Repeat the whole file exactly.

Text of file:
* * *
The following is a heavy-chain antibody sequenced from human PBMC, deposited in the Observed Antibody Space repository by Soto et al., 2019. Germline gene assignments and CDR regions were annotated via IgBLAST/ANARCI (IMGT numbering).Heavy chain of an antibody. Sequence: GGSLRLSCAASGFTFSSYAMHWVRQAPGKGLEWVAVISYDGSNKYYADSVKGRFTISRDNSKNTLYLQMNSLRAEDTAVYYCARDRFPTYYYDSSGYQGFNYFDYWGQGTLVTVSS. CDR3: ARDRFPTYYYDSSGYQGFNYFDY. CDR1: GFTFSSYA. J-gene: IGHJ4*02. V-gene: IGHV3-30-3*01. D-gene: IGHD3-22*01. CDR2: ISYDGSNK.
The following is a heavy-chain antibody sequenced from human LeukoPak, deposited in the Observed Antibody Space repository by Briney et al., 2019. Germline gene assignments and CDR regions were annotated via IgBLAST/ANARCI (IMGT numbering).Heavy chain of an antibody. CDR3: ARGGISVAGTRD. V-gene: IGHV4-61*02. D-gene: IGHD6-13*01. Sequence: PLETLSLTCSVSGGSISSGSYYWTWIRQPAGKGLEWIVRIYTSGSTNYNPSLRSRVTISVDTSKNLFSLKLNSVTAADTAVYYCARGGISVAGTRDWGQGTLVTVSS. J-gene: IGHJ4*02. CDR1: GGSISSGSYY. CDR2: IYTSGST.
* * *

The following is a heavy-chain antibody sequenced from human PBMC, deposited in the Observed Antibody Space repository by Soto et al., 2019. Germline gene assignments and CDR regions were annotated via IgBLAST/ANARCI (IMGT numbering).Heavy chain of an antibody. Sequence: GGSLRLSCAASGFTFSSYAMHWVRQAPGKGLEWVAVISYDGSNKYYADSVKGRFTISRDNSKNTLYLQMNSLRAEDTAVYYCARDRFPTYYYDSSGYQGFNYFDYWGQGTLVTVSS. CDR3: ARDRFPTYYYDSSGYQGFNYFDY. CDR1: GFTFSSYA. J-gene: IGHJ4*02. V-gene: IGHV3-30-3*01. D-gene: IGHD3-22*01. CDR2: ISYDGSNK.
The following is a heavy-chain antibody sequenced from human LeukoPak, deposited in the Observed Antibody Space repository by Briney et al., 2019. Germline gene assignments and CDR regions were annotated via IgBLAST/ANARCI (IMGT numbering).Heavy chain of an antibody. CDR3: ARGGISVAGTRD. V-gene: IGHV4-61*02. D-gene: IGHD6-13*01. Sequence: PLETLSLTCSVSGGSISSGSYYWTWIRQPAGKGLEWIVRIYTSGSTNYNPSLRSRVTISVDTSKNLFSLKLNSVTAADTAVYYCARGGISVAGTRDWGQGTLVTVSS. J-gene: IGHJ4*02. CDR1: GGSISSGSYY. CDR2: IYTSGST.